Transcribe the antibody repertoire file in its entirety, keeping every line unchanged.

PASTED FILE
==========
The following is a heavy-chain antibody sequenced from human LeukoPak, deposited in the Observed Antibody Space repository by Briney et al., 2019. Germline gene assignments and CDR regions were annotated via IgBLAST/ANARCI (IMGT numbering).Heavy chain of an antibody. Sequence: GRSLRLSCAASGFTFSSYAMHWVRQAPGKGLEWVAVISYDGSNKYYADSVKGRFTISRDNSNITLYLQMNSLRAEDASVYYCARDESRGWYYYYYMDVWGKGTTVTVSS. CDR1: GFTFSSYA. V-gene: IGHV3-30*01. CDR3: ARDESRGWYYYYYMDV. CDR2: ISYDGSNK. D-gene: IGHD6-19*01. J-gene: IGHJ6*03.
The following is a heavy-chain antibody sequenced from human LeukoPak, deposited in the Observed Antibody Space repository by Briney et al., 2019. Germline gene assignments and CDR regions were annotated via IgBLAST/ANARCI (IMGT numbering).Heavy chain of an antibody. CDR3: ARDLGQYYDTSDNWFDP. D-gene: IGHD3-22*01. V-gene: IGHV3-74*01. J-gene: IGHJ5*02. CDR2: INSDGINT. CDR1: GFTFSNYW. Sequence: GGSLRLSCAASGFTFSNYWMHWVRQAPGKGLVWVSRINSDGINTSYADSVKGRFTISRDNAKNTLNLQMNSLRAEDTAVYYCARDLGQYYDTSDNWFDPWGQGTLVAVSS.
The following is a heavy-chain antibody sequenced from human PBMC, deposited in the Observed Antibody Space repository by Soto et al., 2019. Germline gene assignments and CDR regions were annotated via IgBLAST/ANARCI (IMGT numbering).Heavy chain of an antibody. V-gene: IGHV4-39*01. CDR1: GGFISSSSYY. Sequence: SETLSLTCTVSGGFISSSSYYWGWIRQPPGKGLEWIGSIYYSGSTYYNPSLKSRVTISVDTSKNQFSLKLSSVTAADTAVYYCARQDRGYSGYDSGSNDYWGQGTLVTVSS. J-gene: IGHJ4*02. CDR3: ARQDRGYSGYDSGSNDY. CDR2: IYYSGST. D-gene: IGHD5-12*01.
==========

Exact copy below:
The following is a heavy-chain antibody sequenced from human LeukoPak, deposited in the Observed Antibody Space repository by Briney et al., 2019. Germline gene assignments and CDR regions were annotated via IgBLAST/ANARCI (IMGT numbering).Heavy chain of an antibody. Sequence: GRSLRLSCAASGFTFSSYAMHWVRQAPGKGLEWVAVISYDGSNKYYADSVKGRFTISRDNSNITLYLQMNSLRAEDASVYYCARDESRGWYYYYYMDVWGKGTTVTVSS. CDR1: GFTFSSYA. V-gene: IGHV3-30*01. CDR3: ARDESRGWYYYYYMDV. CDR2: ISYDGSNK. D-gene: IGHD6-19*01. J-gene: IGHJ6*03.
The following is a heavy-chain antibody sequenced from human LeukoPak, deposited in the Observed Antibody Space repository by Briney et al., 2019. Germline gene assignments and CDR regions were annotated via IgBLAST/ANARCI (IMGT numbering).Heavy chain of an antibody. CDR3: ARDLGQYYDTSDNWFDP. D-gene: IGHD3-22*01. V-gene: IGHV3-74*01. J-gene: IGHJ5*02. CDR2: INSDGINT. CDR1: GFTFSNYW. Sequence: GGSLRLSCAASGFTFSNYWMHWVRQAPGKGLVWVSRINSDGINTSYADSVKGRFTISRDNAKNTLNLQMNSLRAEDTAVYYCARDLGQYYDTSDNWFDPWGQGTLVAVSS.
The following is a heavy-chain antibody sequenced from human PBMC, deposited in the Observed Antibody Space repository by Soto et al., 2019. Germline gene assignments and CDR regions were annotated via IgBLAST/ANARCI (IMGT numbering).Heavy chain of an antibody. V-gene: IGHV4-39*01. CDR1: GGFISSSSYY. Sequence: SETLSLTCTVSGGFISSSSYYWGWIRQPPGKGLEWIGSIYYSGSTYYNPSLKSRVTISVDTSKNQFSLKLSSVTAADTAVYYCARQDRGYSGYDSGSNDYWGQGTLVTVSS. J-gene: IGHJ4*02. CDR3: ARQDRGYSGYDSGSNDY. CDR2: IYYSGST. D-gene: IGHD5-12*01.